Position paper on the management of patients with obstructive sleep apnea and hypertension: Joint recommendations by the European Society of Hypertension, by the European Respiratory Society and by the members of European COST (COoperation in Scientific and Technological research) ACTION B26 on Obstructive Sleep Apnea

Department of Clinical Medicine and Prevention, University of Milano-Bicocca, Milan, Italy.
Journal of Hypertension (Impact Factor: 4.72). 03/2012; 30(4):633-46. DOI: 10.1097/HJH.0b013e328350e53b
Source: PubMed


This article is aimed at addressing the current state of the art in epidemiology, pathophysiology, diagnostic procedures and treatment options for appropriate management of obstructive sleep apnea (OSA) in cardiovascular (particularly hypertensive) patients, as well as for the management of cardiovascular diseases (particularly arterial hypertension) in OSA patients. The present document is the result of the work done by a panel of experts participating in the European Union COST (COoperation in Scientific and Technological research) ACTION B26 on OSA, with the endorsement of the European Respiratory Society (ERS) and the European Society of Hypertension (ESH). These recommendations are particularly aimed at reminding cardiovascular experts to consider the occurrence of sleep-related breathing disorders in patients with high blood pressure. They are at the same time aimed at reminding respiration experts to consider the occurrence of hypertension in patients with respiratory problems at night.

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    • "However, it has only been in the past decade that these effects have been more rigorously tested using randomized control trial (RCT) designs. To date, there have been at least 19 RCTs with over 1600 patients examining the effects of OSA treatment on BP.86 In these studies, the control involved sham (subtherapeutic) devices, placebo pills, or no treatment. "
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    ABSTRACT: Obstructive sleep apnea (OSA) is increasingly being recognized as a major health burden with strong focus on the associated cardiovascular risk. Studies from the last two decades have provided strong evidence for a causal role of OSA in the development of systemic hypertension. The acute physiological changes that occur during apnea promote nocturnal hypertension and may lead to the development of sustained daytime hypertension via the pathways of sympathetic activation, inflammation, oxidative stress, and endothelial dysfunction. This review will focus on the acute hemodynamic disturbances and associated intermittent hypoxia that characterize OSA and the potential pathophysiological mechanisms responsible for the development of hypertension in OSA. In addition the epidemiology of OSA and hypertension, as well as the role of treatment of OSA, in improving blood pressure control will be examined.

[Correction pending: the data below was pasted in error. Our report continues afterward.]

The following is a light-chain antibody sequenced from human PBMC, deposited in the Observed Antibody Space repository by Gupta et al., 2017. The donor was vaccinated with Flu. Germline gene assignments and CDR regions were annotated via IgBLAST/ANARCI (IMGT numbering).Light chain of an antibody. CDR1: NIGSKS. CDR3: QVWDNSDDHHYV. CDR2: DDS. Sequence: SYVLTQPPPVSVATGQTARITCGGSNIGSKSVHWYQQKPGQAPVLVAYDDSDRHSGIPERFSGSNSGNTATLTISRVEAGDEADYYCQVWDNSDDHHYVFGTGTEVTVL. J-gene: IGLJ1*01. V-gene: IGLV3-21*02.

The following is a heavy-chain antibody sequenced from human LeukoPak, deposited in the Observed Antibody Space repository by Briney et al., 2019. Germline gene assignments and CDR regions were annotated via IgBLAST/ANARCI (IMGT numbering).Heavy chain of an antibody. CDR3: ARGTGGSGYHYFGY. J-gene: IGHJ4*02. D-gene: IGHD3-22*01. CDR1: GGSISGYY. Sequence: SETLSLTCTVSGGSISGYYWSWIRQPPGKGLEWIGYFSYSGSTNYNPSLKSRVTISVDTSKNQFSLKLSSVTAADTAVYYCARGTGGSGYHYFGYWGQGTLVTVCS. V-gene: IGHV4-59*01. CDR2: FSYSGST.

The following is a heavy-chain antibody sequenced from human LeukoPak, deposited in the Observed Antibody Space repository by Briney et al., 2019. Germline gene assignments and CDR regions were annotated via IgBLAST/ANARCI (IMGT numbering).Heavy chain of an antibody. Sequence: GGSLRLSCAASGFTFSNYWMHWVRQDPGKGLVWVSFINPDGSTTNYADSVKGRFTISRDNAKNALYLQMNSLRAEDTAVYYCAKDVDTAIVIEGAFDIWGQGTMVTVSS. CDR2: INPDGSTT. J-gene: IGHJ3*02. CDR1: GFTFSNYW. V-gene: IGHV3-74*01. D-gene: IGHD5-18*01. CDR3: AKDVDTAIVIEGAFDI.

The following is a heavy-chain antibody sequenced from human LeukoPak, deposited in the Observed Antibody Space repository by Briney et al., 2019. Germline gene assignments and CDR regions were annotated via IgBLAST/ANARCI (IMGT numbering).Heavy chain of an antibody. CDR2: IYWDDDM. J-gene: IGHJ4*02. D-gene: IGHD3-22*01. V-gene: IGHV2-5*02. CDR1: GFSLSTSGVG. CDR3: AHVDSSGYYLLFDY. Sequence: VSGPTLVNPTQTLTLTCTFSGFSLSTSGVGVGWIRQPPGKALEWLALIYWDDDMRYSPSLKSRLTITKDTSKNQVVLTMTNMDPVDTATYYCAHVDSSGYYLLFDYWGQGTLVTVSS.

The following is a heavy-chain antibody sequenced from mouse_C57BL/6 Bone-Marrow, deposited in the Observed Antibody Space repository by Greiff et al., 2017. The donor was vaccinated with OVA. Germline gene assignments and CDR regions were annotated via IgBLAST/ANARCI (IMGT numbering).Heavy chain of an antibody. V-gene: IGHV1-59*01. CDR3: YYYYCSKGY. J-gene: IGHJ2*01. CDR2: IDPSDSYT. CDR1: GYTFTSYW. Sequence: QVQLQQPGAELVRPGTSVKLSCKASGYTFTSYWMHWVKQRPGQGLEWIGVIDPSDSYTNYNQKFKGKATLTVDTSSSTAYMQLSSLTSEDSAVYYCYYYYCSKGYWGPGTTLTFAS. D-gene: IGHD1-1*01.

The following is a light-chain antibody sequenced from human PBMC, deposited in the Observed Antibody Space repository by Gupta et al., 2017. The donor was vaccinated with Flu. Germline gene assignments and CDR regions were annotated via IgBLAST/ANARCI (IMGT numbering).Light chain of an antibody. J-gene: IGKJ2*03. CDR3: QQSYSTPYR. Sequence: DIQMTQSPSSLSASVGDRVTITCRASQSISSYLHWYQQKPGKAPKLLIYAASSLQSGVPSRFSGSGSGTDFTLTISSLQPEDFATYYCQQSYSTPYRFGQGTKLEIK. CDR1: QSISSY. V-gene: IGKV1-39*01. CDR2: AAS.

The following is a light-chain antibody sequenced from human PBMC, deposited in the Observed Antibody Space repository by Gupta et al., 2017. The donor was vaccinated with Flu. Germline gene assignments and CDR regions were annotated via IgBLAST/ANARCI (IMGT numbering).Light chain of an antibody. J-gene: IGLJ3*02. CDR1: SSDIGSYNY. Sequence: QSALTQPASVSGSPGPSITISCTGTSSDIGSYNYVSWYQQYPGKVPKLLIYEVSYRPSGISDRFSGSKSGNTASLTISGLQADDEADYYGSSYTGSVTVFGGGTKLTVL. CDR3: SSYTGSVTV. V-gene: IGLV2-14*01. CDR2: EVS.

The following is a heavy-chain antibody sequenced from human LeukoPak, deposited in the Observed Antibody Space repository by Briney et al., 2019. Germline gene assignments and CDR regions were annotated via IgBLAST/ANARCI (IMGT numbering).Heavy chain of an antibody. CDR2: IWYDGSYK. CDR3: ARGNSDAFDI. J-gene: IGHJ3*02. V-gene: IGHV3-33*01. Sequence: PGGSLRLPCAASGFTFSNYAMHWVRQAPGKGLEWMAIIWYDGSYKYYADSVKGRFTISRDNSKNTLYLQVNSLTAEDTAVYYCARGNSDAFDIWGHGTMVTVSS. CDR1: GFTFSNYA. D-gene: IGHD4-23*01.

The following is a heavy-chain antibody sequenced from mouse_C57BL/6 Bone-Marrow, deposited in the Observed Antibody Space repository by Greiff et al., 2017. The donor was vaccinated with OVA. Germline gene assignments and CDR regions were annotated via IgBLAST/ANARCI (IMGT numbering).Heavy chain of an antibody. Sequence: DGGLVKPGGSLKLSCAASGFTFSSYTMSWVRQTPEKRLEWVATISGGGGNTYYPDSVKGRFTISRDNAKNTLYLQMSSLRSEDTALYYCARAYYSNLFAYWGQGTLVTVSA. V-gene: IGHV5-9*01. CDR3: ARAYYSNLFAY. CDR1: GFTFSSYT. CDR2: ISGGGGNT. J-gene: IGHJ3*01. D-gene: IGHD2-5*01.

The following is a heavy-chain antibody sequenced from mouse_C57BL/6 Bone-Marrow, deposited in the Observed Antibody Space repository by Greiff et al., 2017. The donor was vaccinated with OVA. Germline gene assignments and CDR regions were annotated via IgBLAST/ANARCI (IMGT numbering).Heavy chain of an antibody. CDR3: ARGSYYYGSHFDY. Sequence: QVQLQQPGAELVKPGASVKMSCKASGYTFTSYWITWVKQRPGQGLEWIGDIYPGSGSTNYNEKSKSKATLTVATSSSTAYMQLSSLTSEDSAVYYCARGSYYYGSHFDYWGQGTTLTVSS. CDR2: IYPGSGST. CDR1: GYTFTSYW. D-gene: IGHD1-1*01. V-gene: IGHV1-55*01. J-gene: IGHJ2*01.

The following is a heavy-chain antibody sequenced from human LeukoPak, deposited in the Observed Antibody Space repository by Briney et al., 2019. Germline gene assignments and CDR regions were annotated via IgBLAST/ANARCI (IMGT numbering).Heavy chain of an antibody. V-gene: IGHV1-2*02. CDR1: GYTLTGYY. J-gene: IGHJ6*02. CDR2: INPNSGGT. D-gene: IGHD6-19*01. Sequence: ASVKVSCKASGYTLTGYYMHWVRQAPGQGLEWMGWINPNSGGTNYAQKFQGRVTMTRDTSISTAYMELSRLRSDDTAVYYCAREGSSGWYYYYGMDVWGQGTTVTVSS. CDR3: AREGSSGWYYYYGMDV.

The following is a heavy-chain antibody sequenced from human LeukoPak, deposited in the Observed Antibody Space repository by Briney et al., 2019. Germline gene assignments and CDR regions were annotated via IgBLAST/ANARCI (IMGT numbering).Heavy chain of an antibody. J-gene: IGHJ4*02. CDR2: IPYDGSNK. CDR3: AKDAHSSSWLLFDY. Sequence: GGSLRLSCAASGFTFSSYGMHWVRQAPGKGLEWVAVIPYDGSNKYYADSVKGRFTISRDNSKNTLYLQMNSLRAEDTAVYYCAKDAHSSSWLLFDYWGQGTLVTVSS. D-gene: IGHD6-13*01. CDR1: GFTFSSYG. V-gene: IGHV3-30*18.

Full-text · Article · May 2013 · Nature and Science of Sleep
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    • "OSA is characterized by repetitive interruption of ventilation during sleep caused by recurrent upper airway collapse, which is associated with increasing respiratory efforts and intermittent arterial oxygen desaturation. Nocturnal arousals, loud intermittent snoring, and increased daytime sleepiness are the main symptoms [2]. Obstructive apneas and hypopneas are considered significant if they last for more than 10 seconds. "
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    ABSTRACT: Obstructive sleep apnea (OSA) is a common disorder characterized by repetitive interruption of ventilation during sleep caused by recurrent upper airway collapse, which leads to intermittent hypoxia. The disorder is commonly undiagnosed despite its relationship with substantial cardiovascular morbidity and mortality. Moreover, the effects of the disorder appear to be particularly dangerous in young subjects. In the last decade, substantial clinical evidence has identified OSA as independent risk factor for both bradyarrhythmias and tachyarrhythmias. To date the mechanisms leading to such arrhythmias have not been completely understood. However, recent data from animal models and new molecular analyses have increased our knowledge of the field, which might lead to future improvement in current therapeutic strategies mainly based on continuous positive airway pressure. This paper aims at providing readers a brief and specific revision of current knowledge about the mechanisms underlying atrial arrhythmias in OSA and their clinical and therapeutic implications.
    Full-text · Article · Apr 2013 · Pulmonary Medicine

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